Stones and Rubble

Stones and Rubble

Here is what I want to tell you:

About the time I saw a boy, standing ghoulishly alone on a dark road, his presence a terror we swerved from.
Where? I wondered. Why? Again.

There was a leaf that fell once as I was climbing, scaling the park’s sentinel, rough bark gritting through thighs, legs wrapped around and arms outstretched. Its falling was a murky dream through water. Three times it flipped upon itself, twisted in the wind and flew. Still green, still lively, broken from my shaking, flying, wind-driven, to its death.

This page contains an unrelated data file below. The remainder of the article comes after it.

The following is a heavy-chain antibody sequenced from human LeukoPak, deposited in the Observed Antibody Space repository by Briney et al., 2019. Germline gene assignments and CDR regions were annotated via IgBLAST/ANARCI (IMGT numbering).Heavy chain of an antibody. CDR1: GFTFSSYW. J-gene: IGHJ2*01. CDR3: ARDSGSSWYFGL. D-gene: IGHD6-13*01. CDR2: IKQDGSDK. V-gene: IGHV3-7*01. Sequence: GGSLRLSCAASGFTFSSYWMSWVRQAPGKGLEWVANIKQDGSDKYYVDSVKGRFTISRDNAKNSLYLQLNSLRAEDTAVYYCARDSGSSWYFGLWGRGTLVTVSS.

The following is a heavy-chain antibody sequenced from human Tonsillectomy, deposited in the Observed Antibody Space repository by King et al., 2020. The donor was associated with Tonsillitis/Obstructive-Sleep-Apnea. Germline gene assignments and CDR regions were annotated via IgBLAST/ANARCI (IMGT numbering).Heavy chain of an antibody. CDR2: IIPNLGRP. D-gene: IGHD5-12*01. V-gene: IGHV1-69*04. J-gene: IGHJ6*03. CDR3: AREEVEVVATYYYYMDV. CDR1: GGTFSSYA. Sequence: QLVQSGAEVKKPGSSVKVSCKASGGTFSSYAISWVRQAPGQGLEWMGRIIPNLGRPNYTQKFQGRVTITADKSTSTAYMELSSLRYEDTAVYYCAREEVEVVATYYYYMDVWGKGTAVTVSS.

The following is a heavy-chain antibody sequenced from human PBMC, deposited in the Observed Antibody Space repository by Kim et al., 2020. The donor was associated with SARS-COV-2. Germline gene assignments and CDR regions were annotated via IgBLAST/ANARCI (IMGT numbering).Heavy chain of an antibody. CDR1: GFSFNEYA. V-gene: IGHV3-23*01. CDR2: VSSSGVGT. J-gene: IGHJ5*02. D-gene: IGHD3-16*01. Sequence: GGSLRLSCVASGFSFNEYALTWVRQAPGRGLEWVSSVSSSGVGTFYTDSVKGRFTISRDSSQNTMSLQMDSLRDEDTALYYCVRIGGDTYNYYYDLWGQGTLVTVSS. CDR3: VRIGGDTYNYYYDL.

When tears leap to eyes, do all throats close off? Choking on mourning, unable to swallow, frozen eyes as thoughts leap like freed backyard frogs behind them. I wonder this.

Moments frozen in memories become rocks in the stomach, lading the heart with grit and stone.

Worm-gnawed flashes of your skin and smile. Worried laughter pipes through terror. Chips of mortar fell from you in dust so fine it was not noticed.

The boy stood braced to the darkness, a mask of lumpy misproportions. At his feet, roadside rubble.